AuthorTopic: Is it good to use other's palettes being a newbie?  (Read 1061 times)

Offline hexdump

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Is it good to use other's palettes being a newbie?

on: October 27, 2019, 09:19:26 pm
Hi,

I'm at the very start of my pixel art learning and as almost any newbie I'm struggling with rendering (color) really hard.

I use aseprite and there's a lot of palettes to choose from and I have tried to use some (For example Game boy one with just 4 colors) and I feel like it frees me of the burden of selecting right colors beside applying good form and shape to my sprite. But, on the hand I think this won't let me improve with color :/.

So, do you think it is a good thing to use pre-made palettes to try to create pixel art for a newbie? (At this stage I am just trying to pixel anything I find in 16x16. It doesn't matter if they are pieces from other pixel artists, still life or whatever).

Cheers!
« Last Edit: October 27, 2019, 09:21:24 pm by hexdump »

Offline eishiya

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Re: Is it good to use other's palettes being a newbie?

Reply #1 on: October 27, 2019, 11:28:39 pm
Yes and no.

Yes: Using others' palettes to free yourself from thinking about colour allows you to focus better on learning other aspects of pixel art. It can be overwhelming to tackle multiple things at once, so being able to not worry as much about colour is great! You can also take the time to analyse the palette and how you and other artists use the colours in various ways to teach yourself more about colour.

No: If you don't take the time to analyse palettes (others' and your own) and learn about colour, you'll never get good at colour. Experimenting with colour, applying what you learn of colour theory and discovering things you haven't yet learned via trying things out and making mistakes, these are important to learning.

So, while it's fine to rely on others' palettes for part of your learning process, make sure you do eventually take the time to learn to make your own. Not only will that allow you to make artwork that wouldn't work as well with existing palettes, but it will likely make you even better at using others' palettes.


Edit: Also, don't limit yourself to 16x16. In many ways, very small pieces like that are harder, as they require such levels of simplification that you're not likely to learn some pixel art and general art fundamentals. It's kind of like trying to draw by only drawing Peanuts-style cartoon characters xP Branch out to a wider variety of stuff, and that includes a greater variety of sizes. Small pieces are also harder for others to give you feedback on, as the small size often masks recurring mistakes/misunderstandings.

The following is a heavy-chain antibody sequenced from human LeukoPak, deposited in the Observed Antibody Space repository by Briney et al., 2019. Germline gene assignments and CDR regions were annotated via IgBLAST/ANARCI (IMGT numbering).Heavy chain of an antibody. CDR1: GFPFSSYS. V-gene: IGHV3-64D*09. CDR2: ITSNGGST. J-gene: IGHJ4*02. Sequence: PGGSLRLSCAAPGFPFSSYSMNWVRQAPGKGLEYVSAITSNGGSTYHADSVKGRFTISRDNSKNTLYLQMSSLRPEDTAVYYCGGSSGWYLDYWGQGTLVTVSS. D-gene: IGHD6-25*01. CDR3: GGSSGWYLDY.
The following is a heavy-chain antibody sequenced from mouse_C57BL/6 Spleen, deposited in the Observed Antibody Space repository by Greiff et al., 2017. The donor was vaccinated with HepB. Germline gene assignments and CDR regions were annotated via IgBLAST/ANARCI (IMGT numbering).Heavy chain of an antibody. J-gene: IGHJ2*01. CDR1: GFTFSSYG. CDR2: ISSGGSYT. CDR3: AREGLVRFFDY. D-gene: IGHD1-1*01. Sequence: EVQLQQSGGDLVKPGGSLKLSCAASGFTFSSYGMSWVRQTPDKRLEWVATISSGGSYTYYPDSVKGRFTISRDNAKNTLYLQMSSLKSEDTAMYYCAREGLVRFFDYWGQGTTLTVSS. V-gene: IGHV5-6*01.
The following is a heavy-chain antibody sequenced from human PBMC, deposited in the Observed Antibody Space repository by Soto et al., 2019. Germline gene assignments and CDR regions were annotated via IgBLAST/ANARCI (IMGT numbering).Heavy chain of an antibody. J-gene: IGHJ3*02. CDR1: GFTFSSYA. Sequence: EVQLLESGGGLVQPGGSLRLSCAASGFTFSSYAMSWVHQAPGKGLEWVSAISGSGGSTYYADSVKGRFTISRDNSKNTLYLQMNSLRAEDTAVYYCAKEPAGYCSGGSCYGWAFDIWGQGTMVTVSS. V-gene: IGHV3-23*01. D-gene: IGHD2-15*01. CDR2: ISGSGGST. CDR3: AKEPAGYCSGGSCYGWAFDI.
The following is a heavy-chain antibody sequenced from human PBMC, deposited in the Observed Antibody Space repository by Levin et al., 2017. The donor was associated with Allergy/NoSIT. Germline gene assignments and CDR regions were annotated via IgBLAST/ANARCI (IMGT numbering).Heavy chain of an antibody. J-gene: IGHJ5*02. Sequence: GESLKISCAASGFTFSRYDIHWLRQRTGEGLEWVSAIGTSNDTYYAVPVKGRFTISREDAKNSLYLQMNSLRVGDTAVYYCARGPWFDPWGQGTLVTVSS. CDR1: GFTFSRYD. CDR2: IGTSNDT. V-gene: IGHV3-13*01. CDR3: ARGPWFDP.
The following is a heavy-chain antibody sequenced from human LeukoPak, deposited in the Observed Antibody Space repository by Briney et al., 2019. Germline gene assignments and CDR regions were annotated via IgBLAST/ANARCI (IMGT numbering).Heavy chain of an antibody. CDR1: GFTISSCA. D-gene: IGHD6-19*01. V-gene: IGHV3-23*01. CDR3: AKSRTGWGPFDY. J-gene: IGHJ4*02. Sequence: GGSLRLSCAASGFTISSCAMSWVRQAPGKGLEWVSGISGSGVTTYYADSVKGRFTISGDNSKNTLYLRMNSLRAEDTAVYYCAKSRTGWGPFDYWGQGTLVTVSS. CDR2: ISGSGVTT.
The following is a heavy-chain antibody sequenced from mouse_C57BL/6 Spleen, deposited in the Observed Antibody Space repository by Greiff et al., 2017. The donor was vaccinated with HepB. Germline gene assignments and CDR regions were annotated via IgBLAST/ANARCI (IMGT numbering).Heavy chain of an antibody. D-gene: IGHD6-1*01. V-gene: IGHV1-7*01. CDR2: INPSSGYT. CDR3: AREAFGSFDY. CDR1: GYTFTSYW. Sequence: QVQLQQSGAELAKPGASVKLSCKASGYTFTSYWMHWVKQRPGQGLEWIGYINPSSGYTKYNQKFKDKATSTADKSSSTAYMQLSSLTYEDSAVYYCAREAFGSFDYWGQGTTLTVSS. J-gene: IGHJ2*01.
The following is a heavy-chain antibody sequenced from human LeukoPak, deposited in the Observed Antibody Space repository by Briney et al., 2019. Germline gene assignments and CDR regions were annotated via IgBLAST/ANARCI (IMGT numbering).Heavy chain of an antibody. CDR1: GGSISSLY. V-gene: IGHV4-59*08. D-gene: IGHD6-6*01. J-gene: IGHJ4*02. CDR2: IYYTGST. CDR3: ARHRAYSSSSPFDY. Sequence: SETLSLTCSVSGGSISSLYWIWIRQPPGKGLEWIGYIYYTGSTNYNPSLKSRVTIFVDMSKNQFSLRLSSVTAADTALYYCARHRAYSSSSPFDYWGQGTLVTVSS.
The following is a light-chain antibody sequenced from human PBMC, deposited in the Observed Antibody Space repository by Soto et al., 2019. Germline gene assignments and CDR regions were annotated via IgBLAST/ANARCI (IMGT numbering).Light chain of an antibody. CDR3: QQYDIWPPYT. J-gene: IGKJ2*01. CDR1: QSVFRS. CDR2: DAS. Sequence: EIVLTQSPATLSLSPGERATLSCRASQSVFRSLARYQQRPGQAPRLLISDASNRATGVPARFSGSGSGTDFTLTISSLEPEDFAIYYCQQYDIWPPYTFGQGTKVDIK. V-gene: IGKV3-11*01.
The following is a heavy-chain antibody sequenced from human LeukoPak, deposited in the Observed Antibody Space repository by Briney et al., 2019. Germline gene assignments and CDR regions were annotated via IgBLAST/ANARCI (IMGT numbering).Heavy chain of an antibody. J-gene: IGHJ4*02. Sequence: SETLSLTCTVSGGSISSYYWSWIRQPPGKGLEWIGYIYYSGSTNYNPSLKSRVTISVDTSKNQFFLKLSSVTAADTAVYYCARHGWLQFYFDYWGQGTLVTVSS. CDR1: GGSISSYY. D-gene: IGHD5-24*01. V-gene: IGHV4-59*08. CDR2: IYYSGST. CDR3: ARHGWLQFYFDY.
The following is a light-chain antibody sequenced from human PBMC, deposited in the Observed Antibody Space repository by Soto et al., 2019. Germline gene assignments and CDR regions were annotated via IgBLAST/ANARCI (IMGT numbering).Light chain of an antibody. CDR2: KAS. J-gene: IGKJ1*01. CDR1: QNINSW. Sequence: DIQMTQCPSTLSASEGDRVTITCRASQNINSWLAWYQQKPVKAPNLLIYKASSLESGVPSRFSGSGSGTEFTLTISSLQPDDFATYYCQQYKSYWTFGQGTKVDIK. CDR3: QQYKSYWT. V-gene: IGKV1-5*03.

« Last Edit: October 27, 2019, 11:31:02 pm by eishiya »

Offline hexdump

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Re: Is it good to use other's palettes being a newbie?

Reply #2 on: October 28, 2019, 09:11:01 am
Thanks for the insights.

I was expecting the answer about palettes but I am a bit shocked about the size one. I thouht I always read that small sizes was better for any starting pixel art artist :/. But, your points are very sensible too. Could you comment among what sizes should I be moving? What about between 16 and 48 pixel? Could it be a good exercise to try to reproduce something in different sizes? For example 16, 32 and 48?.

Again, thanks a lot for taking the time to help here.

Cheers.

Offline eishiya

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Re: Is it good to use other's palettes being a newbie?

Reply #3 on: October 28, 2019, 05:15:48 pm
Rather than focus on specific sizes, try a bunch of different ones, or maybe even try doing the same thing in multiple sizes, to see what the differences are, what compromises you have to make in each, what techniques work or won't work, and so on. For example, at 16x16, things like anti-aliasing typically become irrelevant, while at larger sizes they're more important. In addition, the way colours behave can change depending on the size. The smaller the area occupied by a colour, the more that colour has to contrast from its neighbouring colours to be noticeable as a distinct colour, and at smaller sizes, you're more likely to be dealing with small clusters.

Depending on your prior experience with art, starting large and gradually getting smaller can also help you gradually translate existing art skills into pixel art. If you have no experience, then working a bit larger will help you pick up more general art skills (light/form, composition, construction), which are just as important in pixel art as they are in other kinds of drawing/painting. At 16x16, you have to stylise so much that there's no room to learn the fundamentals.

People often recommend starting small because it's easier to achieve satisfactory results - as I mentioned, mistakes are much less obvious, as there are only so many ways to arrange so few pixels to look like the thing you're drawing. But, that same inflexibility gives you less room to figure out what works and doesn't work and why.
« Last Edit: October 28, 2019, 05:18:19 pm by eishiya »

Offline hexdump

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Re: Is it good to use other's palettes being a newbie?

Reply #4 on: October 28, 2019, 05:45:12 pm
Understood. Thanks!.